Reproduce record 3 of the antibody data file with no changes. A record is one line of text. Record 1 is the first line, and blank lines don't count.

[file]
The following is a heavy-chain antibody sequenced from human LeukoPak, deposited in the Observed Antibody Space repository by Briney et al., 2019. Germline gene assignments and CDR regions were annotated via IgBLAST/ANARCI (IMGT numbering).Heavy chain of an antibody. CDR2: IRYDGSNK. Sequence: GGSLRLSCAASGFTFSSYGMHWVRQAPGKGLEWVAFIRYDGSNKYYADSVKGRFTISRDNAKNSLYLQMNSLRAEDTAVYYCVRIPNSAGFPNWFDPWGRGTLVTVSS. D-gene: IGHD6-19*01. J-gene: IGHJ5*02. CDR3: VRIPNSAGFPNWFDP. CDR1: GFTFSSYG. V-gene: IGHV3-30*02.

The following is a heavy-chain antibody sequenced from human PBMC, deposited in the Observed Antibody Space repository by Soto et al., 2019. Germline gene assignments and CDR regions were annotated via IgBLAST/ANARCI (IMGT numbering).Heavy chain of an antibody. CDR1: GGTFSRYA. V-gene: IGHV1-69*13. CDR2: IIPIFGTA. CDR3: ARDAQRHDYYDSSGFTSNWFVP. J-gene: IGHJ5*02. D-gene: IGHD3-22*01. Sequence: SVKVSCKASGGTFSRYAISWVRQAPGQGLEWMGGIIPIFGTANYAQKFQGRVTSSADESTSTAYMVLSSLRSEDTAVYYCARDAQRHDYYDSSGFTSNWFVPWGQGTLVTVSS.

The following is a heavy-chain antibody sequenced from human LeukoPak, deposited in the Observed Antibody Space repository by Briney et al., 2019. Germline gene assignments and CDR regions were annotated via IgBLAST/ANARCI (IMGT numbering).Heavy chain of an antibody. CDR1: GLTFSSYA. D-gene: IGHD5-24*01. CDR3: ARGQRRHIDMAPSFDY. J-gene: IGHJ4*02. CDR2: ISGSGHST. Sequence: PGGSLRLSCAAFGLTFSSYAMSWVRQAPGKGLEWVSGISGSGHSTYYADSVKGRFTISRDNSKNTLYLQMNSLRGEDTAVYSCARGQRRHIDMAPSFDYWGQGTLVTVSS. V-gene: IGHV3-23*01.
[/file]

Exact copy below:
The following is a heavy-chain antibody sequenced from human LeukoPak, deposited in the Observed Antibody Space repository by Briney et al., 2019. Germline gene assignments and CDR regions were annotated via IgBLAST/ANARCI (IMGT numbering).Heavy chain of an antibody. CDR1: GLTFSSYA. D-gene: IGHD5-24*01. CDR3: ARGQRRHIDMAPSFDY. J-gene: IGHJ4*02. CDR2: ISGSGHST. Sequence: PGGSLRLSCAAFGLTFSSYAMSWVRQAPGKGLEWVSGISGSGHSTYYADSVKGRFTISRDNSKNTLYLQMNSLRGEDTAVYSCARGQRRHIDMAPSFDYWGQGTLVTVSS. V-gene: IGHV3-23*01.